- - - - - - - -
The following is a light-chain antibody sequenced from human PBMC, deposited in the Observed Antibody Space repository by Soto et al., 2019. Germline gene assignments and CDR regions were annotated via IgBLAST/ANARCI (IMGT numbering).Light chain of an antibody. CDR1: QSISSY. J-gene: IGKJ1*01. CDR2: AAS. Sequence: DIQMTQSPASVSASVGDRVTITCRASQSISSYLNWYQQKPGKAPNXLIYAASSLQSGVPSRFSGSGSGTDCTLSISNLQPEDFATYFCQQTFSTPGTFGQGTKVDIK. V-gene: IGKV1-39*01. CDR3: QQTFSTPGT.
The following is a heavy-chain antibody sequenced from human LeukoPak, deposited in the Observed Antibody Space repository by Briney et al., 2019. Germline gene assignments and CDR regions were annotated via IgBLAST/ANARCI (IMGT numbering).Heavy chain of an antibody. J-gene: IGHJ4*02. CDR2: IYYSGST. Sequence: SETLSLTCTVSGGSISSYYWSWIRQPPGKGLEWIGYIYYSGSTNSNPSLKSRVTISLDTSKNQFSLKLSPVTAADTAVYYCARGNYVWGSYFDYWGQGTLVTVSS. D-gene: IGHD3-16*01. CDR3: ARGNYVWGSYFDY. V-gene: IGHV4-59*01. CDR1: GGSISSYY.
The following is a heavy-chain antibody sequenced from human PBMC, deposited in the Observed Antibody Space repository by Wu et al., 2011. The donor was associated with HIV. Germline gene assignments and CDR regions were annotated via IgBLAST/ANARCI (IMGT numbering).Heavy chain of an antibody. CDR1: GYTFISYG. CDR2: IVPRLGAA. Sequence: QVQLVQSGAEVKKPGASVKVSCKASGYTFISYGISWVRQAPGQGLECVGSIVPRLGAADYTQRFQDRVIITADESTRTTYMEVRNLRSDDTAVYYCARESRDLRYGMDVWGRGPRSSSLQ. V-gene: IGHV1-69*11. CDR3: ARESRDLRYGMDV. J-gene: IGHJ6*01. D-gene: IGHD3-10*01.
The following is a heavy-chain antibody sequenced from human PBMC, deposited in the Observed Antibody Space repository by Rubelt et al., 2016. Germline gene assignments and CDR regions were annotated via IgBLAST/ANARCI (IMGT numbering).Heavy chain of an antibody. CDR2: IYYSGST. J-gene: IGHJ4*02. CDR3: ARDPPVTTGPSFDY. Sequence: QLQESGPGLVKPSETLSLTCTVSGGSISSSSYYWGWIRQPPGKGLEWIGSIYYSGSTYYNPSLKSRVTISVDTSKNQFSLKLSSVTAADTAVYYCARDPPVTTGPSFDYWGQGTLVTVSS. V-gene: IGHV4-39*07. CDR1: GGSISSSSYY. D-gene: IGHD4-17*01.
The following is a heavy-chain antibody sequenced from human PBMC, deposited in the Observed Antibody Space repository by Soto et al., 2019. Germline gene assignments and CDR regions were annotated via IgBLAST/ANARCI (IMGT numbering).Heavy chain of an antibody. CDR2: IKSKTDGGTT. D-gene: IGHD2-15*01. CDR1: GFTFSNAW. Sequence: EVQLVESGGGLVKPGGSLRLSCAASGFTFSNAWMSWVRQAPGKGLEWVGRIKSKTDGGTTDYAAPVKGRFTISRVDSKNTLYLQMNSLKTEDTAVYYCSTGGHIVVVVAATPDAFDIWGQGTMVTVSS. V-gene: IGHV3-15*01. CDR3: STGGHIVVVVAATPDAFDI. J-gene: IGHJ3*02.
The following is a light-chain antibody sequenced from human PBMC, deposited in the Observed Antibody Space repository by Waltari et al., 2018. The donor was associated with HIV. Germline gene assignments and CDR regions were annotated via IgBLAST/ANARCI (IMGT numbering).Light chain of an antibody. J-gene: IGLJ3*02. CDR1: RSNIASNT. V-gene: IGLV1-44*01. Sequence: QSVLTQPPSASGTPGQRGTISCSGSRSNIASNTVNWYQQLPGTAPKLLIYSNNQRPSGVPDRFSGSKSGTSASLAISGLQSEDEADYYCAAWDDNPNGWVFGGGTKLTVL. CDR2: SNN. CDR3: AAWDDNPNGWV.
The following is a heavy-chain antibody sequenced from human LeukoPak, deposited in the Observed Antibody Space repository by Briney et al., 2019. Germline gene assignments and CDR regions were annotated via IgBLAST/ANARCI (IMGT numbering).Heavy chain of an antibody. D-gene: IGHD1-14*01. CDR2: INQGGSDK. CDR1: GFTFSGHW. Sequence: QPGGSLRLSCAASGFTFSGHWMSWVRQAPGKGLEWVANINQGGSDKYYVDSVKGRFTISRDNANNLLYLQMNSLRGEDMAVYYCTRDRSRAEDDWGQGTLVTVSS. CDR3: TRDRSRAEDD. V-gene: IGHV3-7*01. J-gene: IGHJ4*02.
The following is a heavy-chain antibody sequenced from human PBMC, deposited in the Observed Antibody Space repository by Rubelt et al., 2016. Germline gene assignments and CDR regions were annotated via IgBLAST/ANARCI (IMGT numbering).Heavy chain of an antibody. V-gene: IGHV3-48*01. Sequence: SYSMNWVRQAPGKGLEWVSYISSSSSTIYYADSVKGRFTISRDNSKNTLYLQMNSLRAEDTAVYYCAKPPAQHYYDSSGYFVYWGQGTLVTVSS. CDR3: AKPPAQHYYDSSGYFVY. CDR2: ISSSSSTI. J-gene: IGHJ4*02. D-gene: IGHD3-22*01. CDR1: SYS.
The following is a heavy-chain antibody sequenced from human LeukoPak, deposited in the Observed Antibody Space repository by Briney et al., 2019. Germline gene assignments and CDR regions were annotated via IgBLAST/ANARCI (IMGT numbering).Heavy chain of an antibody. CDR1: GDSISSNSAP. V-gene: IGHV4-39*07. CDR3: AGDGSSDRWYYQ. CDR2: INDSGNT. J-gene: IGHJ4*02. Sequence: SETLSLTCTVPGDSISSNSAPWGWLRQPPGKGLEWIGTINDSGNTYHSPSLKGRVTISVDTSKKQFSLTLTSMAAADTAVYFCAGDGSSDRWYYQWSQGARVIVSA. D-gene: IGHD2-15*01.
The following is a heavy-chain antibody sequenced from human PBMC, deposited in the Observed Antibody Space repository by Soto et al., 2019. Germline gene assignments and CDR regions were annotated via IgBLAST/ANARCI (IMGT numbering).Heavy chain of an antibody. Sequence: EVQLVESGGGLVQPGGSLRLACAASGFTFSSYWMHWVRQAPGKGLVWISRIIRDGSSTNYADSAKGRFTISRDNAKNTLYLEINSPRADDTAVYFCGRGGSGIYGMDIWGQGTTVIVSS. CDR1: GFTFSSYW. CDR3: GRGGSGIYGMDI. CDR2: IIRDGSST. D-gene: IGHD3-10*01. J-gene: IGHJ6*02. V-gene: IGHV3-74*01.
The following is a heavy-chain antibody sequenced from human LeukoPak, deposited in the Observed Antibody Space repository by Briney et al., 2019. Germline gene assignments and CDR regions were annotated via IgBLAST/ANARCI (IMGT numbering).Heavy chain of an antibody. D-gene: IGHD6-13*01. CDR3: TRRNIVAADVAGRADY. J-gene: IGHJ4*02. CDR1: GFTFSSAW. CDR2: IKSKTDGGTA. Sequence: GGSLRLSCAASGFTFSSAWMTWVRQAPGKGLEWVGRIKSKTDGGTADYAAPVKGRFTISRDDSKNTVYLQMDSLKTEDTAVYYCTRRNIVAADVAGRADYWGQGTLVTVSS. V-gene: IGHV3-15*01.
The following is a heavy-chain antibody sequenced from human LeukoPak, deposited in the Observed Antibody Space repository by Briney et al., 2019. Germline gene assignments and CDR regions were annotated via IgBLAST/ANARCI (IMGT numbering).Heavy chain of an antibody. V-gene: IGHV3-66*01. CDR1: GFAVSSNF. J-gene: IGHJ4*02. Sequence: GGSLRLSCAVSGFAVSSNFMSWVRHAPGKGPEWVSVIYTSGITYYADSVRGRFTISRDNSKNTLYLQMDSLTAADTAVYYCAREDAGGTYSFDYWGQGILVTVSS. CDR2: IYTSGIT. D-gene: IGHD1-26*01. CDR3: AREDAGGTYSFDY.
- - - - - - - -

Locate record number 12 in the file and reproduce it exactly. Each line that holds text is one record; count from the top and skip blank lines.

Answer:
The following is a heavy-chain antibody sequenced from human LeukoPak, deposited in the Observed Antibody Space repository by Briney et al., 2019. Germline gene assignments and CDR regions were annotated via IgBLAST/ANARCI (IMGT numbering).Heavy chain of an antibody. V-gene: IGHV3-66*01. CDR1: GFAVSSNF. J-gene: IGHJ4*02. Sequence: GGSLRLSCAVSGFAVSSNFMSWVRHAPGKGPEWVSVIYTSGITYYADSVRGRFTISRDNSKNTLYLQMDSLTAADTAVYYCAREDAGGTYSFDYWGQGILVTVSS. CDR2: IYTSGIT. D-gene: IGHD1-26*01. CDR3: AREDAGGTYSFDY.